But in fairness, it seems every year you can say that.
This year, things are changing because of access to data (not just “big data.”) We live in an age where our technology tells us things we didn’t know. We’ve far surpassed calculators solving equations faster, computers allowing us to change graphics or hr technology programs telling us about what trends we have already experienced.
How we consume data has changed.
People consume information in a completely different way than they did twenty, ten or even two years ago. We expect instant gratification. New mobile sources provide new information, entertainment and facts 24 hours a day. Have a fact-based disagreement over dinner with someone? Check on your smartphone to see who’s right. Is a friend running late? See if you can locate them with GPS or just send a text. In a city for vacation? Send a tweet for dining suggestions.
It’s not just the mobility aspect of information consumption that’s changed. It’s the speed at which we consume information.
Consumer marketing firms quickly jumped on to the data available online to actively find, target and predict who will be interested in particular brands. Web developers have shifted towards dynamic websites that respond to the needs of the viewer in an intuitive format. With so much information at every person’s fingertips, people are looking for services that provide information faster, more succinctly, and more specifically than other venues.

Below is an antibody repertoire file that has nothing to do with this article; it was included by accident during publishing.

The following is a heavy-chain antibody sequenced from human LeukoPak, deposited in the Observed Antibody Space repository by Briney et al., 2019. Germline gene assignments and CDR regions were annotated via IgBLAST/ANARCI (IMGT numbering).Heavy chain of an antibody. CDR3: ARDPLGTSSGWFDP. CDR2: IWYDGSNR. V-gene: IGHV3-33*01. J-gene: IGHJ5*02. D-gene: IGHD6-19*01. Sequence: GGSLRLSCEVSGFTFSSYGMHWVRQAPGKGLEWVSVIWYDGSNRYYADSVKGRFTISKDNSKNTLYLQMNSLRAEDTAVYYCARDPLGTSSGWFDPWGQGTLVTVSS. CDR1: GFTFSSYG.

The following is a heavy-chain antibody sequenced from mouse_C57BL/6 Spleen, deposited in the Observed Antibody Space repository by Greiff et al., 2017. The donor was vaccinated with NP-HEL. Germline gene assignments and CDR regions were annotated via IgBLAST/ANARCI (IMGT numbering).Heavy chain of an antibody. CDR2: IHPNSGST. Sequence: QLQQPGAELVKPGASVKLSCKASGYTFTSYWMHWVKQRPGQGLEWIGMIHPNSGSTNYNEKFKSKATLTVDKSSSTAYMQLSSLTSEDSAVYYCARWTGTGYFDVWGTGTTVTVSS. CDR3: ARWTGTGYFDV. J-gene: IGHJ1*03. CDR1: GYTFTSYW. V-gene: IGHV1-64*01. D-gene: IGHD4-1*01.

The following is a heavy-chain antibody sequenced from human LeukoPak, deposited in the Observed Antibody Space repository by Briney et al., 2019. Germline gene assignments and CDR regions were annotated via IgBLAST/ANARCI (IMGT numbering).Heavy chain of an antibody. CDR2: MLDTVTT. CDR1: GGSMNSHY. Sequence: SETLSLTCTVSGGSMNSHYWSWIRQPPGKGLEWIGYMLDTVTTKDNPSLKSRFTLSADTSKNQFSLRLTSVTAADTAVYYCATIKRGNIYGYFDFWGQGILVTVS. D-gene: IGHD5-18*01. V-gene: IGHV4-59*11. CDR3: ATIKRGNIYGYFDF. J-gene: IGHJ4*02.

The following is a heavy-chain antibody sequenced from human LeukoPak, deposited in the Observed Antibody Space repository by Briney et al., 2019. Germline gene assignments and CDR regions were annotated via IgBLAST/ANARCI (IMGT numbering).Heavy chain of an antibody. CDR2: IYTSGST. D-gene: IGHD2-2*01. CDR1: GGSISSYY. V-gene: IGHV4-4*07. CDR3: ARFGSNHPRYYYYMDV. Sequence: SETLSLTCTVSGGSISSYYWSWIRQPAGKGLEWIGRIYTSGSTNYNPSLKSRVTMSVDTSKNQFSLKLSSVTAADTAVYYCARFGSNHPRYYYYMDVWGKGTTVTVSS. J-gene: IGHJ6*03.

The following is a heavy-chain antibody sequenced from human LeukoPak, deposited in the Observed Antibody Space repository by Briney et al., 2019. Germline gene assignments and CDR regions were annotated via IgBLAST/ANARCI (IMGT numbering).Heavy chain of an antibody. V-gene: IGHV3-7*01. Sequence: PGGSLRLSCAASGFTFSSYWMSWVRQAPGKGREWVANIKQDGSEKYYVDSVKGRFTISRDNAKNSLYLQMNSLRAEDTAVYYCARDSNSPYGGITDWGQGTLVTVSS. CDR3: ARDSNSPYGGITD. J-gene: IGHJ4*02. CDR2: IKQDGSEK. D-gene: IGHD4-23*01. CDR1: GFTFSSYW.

What this means for HR Technology.
The increase in data accessibility and consumerization of society will impact corporate business and human resources teams like never before. The prospect of only looking at analytics from past actions will be combined with predictive technologies that will do everything from assess a candidates culture fit before you even talk to them to identify who on your team may be interested in looking for a new job based on their changed social media and online habits.
Corporate HR Teams will need to evaluate how they are identifying, marketing, branding, and engaging with potential candidates as well as their own teams – from both a process and a technology perspective. End user experience – from consumption of data to usage of technology – will be judged based on the speed, detail and ease of use – much like the demand for data outside of business is today.
Vendors should have not only user experience and adoption high on their list for 2013, but also looking into building or partnering with predictive behavior and analytics tools, mobile and social like never before. Buyers average ages are holding steady or shifting down, so their experience with data and technology is vastly different than the buyers you were selling to five years ago.
It’s a new game with new rules and there’s a very real danger of getting left behind if keeping up – not even leading – isn’t in your plans.